Cyborgs, Sexuality, and the Undead
The Body in Mexican and Brazilian Speculative Fiction
In Cyborgs, Sexuality, and the Undead, M. Elizabeth Ginway examines all these issues from a number of theoretical perspectives, most importantly through the lens of Bolívar Echeverría’s “baroque ethos,” which emphasizes the strategies that subaltern populations may adopt in order to survive and prosper in the face of massive historical and structural disadvantages. Foucault’s concept of biopolitics is developed in discussion with Roberto Esposito’s concept of immunity and Giorgio Agamben’s distinction between “political life” and “bare life.”
This book will be of interest to scholars of speculative fiction, as well as Mexicanists and Brazilianists in history, literary studies, and critical theory.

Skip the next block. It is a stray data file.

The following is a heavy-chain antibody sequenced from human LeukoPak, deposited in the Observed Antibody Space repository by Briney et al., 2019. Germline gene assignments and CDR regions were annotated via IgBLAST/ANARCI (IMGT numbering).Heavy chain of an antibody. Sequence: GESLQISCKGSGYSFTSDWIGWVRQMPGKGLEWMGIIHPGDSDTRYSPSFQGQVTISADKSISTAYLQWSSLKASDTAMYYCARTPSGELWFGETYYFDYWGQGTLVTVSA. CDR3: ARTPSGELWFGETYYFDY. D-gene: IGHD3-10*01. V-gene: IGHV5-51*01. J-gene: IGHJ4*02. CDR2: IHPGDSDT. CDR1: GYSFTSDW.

“An extremely useful contribution to the field. It builds on existing scholarship on the literature of national identity, monstrosity, gender studies, critical race studies, disability studies, Latin American science fiction and horror, and posthumanism, drawing on an incredibly broad corpus from the mid-twentieth century to the present.”
—Persephone Braham, author of From Amazons to Zombies: Monsters in Latin America
“[Cyborgs, Sexuality, and the Undead] will be of use to scholars for years to come. The book’s engagement of many of the most canonical writers of the Mexican and Brazilian literary traditions, coupled with its expansive scope, mean that, beyond speaking to scholars of speculative fiction, this book will be of great interest to Brazilianist, Mexicanist, and Latin-Americanist scholars at large.”
—David S. Dalton, author of Mestizo Modernity: Race, Technology, and the Body in Postrevolutionary Mexico